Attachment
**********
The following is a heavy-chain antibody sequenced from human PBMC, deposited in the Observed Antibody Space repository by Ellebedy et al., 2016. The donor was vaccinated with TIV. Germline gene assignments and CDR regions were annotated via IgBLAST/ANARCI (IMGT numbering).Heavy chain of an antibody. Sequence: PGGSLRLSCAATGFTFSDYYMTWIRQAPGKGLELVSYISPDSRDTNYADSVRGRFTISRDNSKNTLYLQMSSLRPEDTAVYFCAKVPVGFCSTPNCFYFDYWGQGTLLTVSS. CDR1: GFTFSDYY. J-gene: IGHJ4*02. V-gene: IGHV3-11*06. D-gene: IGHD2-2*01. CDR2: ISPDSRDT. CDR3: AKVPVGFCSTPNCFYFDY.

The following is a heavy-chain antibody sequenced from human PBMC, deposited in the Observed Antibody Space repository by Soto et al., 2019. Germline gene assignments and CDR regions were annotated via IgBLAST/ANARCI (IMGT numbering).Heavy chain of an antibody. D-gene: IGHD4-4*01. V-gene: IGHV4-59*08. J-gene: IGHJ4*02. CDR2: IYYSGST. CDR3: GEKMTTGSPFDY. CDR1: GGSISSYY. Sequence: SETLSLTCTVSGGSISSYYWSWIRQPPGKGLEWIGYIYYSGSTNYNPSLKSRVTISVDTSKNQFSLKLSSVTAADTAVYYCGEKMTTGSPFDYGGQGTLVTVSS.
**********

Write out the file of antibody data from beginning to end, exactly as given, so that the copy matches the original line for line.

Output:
The following is a heavy-chain antibody sequenced from human PBMC, deposited in the Observed Antibody Space repository by Ellebedy et al., 2016. The donor was vaccinated with TIV. Germline gene assignments and CDR regions were annotated via IgBLAST/ANARCI (IMGT numbering).Heavy chain of an antibody. Sequence: PGGSLRLSCAATGFTFSDYYMTWIRQAPGKGLELVSYISPDSRDTNYADSVRGRFTISRDNSKNTLYLQMSSLRPEDTAVYFCAKVPVGFCSTPNCFYFDYWGQGTLLTVSS. CDR1: GFTFSDYY. J-gene: IGHJ4*02. V-gene: IGHV3-11*06. D-gene: IGHD2-2*01. CDR2: ISPDSRDT. CDR3: AKVPVGFCSTPNCFYFDY.

The following is a heavy-chain antibody sequenced from human PBMC, deposited in the Observed Antibody Space repository by Soto et al., 2019. Germline gene assignments and CDR regions were annotated via IgBLAST/ANARCI (IMGT numbering).Heavy chain of an antibody. D-gene: IGHD4-4*01. V-gene: IGHV4-59*08. J-gene: IGHJ4*02. CDR2: IYYSGST. CDR3: GEKMTTGSPFDY. CDR1: GGSISSYY. Sequence: SETLSLTCTVSGGSISSYYWSWIRQPPGKGLEWIGYIYYSGSTNYNPSLKSRVTISVDTSKNQFSLKLSSVTAADTAVYYCGEKMTTGSPFDYGGQGTLVTVSS.